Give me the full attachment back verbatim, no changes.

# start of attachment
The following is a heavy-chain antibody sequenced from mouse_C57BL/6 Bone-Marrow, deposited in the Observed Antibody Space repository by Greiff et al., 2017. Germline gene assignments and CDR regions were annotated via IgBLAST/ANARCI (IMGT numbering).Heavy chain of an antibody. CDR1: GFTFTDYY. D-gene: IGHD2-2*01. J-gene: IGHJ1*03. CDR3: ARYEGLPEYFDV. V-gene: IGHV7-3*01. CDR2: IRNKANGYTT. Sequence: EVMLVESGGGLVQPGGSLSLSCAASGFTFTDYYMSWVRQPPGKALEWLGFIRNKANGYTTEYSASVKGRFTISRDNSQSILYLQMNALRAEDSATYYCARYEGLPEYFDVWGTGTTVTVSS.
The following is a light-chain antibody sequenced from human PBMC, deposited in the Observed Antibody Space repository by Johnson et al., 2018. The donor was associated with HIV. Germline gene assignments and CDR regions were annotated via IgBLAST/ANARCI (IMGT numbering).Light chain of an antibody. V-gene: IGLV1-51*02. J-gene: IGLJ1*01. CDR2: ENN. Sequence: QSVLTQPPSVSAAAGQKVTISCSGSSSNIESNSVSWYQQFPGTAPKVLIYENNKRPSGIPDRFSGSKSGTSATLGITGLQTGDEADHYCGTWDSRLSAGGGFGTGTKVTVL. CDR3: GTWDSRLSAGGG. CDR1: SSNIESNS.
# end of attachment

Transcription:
The following is a heavy-chain antibody sequenced from mouse_C57BL/6 Bone-Marrow, deposited in the Observed Antibody Space repository by Greiff et al., 2017. Germline gene assignments and CDR regions were annotated via IgBLAST/ANARCI (IMGT numbering).Heavy chain of an antibody. CDR1: GFTFTDYY. D-gene: IGHD2-2*01. J-gene: IGHJ1*03. CDR3: ARYEGLPEYFDV. V-gene: IGHV7-3*01. CDR2: IRNKANGYTT. Sequence: EVMLVESGGGLVQPGGSLSLSCAASGFTFTDYYMSWVRQPPGKALEWLGFIRNKANGYTTEYSASVKGRFTISRDNSQSILYLQMNALRAEDSATYYCARYEGLPEYFDVWGTGTTVTVSS.
The following is a light-chain antibody sequenced from human PBMC, deposited in the Observed Antibody Space repository by Johnson et al., 2018. The donor was associated with HIV. Germline gene assignments and CDR regions were annotated via IgBLAST/ANARCI (IMGT numbering).Light chain of an antibody. V-gene: IGLV1-51*02. J-gene: IGLJ1*01. CDR2: ENN. Sequence: QSVLTQPPSVSAAAGQKVTISCSGSSSNIESNSVSWYQQFPGTAPKVLIYENNKRPSGIPDRFSGSKSGTSATLGITGLQTGDEADHYCGTWDSRLSAGGGFGTGTKVTVL. CDR3: GTWDSRLSAGGG. CDR1: SSNIESNS.